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Sowing Roots: Eloise Reed

I was born in North London to parents from Jamaica. I studied at primary schools and a secondary school in South London before spending a year in Jamaica. Whilst in Jamaica, at the age of 15, I attended High School. By coincidence, my British school uniform had the same pattern as the Jamaican school (in green).

This was the early 1970s. I studied a secretarial course but also found time for reading books about food, plants and nutrition in the school library. I wanted an education about our food supplies, God’s bountiful creation. We plant seeds but at the end of the day it is God’s nature which produces the final results.

‘I wanted to see how things are grown … what food has vitamins, which vitamin, K, D, C and riboflavin and zinc, and all the minerals, I wanted to know all of them……. So I read books about the yams, cocoa, plantain, how they’re grown and what vitamins you get from each thing. I went to the library and studied up on them.’ (quote from oral history interview)

I have photographs of breadfruit, banana and mango trees planted in Jamaica whilst I was there, which I still keep track of. The mango tree took 10 years to fruit.

The plant I associate most with my Caribbean heritage is ackee. Ackee and saltfish is the national dish of Jamaica. It’s delicate. Remove the ackee from the seed, par boil and fry with seasonings of one’s choice. When in your mouth, it melts. Ackee has to be prepared properly because parts of it are poisonous (the red parts).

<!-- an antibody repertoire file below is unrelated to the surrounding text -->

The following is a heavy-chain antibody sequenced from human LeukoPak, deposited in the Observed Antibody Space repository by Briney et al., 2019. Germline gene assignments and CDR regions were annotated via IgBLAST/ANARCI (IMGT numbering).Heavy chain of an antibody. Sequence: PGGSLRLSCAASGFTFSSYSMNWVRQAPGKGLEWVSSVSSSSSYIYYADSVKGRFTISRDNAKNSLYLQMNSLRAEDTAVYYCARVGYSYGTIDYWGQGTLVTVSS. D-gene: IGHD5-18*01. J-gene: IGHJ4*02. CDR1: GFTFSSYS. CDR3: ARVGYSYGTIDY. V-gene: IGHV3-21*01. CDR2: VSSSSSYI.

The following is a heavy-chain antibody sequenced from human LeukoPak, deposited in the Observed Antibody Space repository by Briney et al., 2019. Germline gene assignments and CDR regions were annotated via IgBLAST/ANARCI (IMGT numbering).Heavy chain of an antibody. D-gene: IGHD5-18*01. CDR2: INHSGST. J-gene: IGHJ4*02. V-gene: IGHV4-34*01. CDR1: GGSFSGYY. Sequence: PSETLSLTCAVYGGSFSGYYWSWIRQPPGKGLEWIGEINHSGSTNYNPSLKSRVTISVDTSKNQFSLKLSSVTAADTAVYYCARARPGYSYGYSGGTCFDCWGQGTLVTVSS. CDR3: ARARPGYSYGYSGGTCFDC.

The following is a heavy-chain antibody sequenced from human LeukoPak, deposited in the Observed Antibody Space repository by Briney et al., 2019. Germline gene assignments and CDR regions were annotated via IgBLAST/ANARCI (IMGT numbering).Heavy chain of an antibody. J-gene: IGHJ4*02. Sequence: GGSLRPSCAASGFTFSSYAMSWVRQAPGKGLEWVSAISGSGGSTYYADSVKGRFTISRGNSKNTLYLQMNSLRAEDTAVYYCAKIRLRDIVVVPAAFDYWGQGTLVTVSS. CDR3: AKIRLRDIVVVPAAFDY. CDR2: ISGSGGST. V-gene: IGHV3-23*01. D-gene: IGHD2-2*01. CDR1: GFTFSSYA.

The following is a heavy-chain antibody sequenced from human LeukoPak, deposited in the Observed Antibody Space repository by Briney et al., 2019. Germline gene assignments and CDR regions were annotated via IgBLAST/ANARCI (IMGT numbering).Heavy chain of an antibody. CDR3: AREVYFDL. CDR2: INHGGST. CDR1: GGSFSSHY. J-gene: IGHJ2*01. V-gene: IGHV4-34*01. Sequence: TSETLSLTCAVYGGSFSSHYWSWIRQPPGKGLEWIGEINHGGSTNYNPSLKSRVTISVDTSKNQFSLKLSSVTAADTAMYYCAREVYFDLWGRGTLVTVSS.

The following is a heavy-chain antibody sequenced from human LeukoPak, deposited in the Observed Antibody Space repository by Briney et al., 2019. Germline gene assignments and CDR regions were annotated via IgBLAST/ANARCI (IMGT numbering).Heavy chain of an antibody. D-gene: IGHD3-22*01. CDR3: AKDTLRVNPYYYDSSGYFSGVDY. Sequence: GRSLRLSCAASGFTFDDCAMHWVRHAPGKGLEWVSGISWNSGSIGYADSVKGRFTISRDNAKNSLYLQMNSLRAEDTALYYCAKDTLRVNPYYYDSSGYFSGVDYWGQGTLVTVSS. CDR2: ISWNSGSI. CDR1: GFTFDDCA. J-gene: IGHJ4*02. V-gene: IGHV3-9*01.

Eloise (right)

I wish that plantain could be grown in the UK. I like to grow callaloo although I find spinach easier to cook with, as the leaves don’t need stripping. I also like to cook with okra. At Loughborough Farm where I have been gardening since 2012, my favourite plants are thyme and mint as they give flavour to savoury dishes (and mint for a cup of tea).

Growing up in London, I’d often be given Cerasee tea to drink as a child at home. This was a tradition brought over from the Caribbean. It’s a very bitter drink and can be bought in the UK as teabags which are not as strong as the leaves used in Jamaica.

My local park is Ruskin Park which I have been visiting since I was a child. Ruskin Park was popular in the 1960s and still is. There are park benches for the older generation and colourful flowers which delight all ages.

‘Well it’s a place I’ve been to all my life. I’ve been going there when I was little, when I was going to primary school.  It’s a place I’ve been going to from the ‘60s.’ Quote from oral history interview.